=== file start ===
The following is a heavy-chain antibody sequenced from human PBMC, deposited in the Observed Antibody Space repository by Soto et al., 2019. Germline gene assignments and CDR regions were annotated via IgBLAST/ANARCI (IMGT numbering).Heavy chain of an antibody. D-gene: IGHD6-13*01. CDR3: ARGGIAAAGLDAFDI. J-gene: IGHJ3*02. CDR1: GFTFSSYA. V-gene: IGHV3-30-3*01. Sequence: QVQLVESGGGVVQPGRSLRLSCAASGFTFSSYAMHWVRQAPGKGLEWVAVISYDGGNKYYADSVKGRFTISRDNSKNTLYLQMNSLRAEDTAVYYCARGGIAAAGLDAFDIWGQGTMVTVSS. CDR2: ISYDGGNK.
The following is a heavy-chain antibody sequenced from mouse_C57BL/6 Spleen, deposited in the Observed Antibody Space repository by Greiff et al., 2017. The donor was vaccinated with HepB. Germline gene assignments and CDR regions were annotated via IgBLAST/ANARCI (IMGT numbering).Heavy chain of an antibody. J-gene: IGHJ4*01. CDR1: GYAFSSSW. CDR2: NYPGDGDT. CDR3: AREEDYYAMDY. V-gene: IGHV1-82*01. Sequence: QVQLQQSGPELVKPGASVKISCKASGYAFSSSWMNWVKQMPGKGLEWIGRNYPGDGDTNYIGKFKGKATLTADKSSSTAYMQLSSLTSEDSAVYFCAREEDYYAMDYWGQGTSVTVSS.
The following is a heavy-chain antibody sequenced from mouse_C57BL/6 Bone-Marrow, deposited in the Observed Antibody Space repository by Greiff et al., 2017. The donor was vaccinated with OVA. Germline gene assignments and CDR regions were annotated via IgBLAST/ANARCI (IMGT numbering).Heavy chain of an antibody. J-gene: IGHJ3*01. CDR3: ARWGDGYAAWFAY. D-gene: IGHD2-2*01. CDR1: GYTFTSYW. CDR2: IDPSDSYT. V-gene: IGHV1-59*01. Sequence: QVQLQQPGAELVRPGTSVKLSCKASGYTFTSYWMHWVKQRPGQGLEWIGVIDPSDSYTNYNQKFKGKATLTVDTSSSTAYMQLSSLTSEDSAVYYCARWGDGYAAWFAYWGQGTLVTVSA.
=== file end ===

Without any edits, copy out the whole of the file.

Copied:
The following is a heavy-chain antibody sequenced from human PBMC, deposited in the Observed Antibody Space repository by Soto et al., 2019. Germline gene assignments and CDR regions were annotated via IgBLAST/ANARCI (IMGT numbering).Heavy chain of an antibody. D-gene: IGHD6-13*01. CDR3: ARGGIAAAGLDAFDI. J-gene: IGHJ3*02. CDR1: GFTFSSYA. V-gene: IGHV3-30-3*01. Sequence: QVQLVESGGGVVQPGRSLRLSCAASGFTFSSYAMHWVRQAPGKGLEWVAVISYDGGNKYYADSVKGRFTISRDNSKNTLYLQMNSLRAEDTAVYYCARGGIAAAGLDAFDIWGQGTMVTVSS. CDR2: ISYDGGNK.
The following is a heavy-chain antibody sequenced from mouse_C57BL/6 Spleen, deposited in the Observed Antibody Space repository by Greiff et al., 2017. The donor was vaccinated with HepB. Germline gene assignments and CDR regions were annotated via IgBLAST/ANARCI (IMGT numbering).Heavy chain of an antibody. J-gene: IGHJ4*01. CDR1: GYAFSSSW. CDR2: NYPGDGDT. CDR3: AREEDYYAMDY. V-gene: IGHV1-82*01. Sequence: QVQLQQSGPELVKPGASVKISCKASGYAFSSSWMNWVKQMPGKGLEWIGRNYPGDGDTNYIGKFKGKATLTADKSSSTAYMQLSSLTSEDSAVYFCAREEDYYAMDYWGQGTSVTVSS.
The following is a heavy-chain antibody sequenced from mouse_C57BL/6 Bone-Marrow, deposited in the Observed Antibody Space repository by Greiff et al., 2017. The donor was vaccinated with OVA. Germline gene assignments and CDR regions were annotated via IgBLAST/ANARCI (IMGT numbering).Heavy chain of an antibody. J-gene: IGHJ3*01. CDR3: ARWGDGYAAWFAY. D-gene: IGHD2-2*01. CDR1: GYTFTSYW. CDR2: IDPSDSYT. V-gene: IGHV1-59*01. Sequence: QVQLQQPGAELVRPGTSVKLSCKASGYTFTSYWMHWVKQRPGQGLEWIGVIDPSDSYTNYNQKFKGKATLTVDTSSSTAYMQLSSLTSEDSAVYYCARWGDGYAAWFAYWGQGTLVTVSA.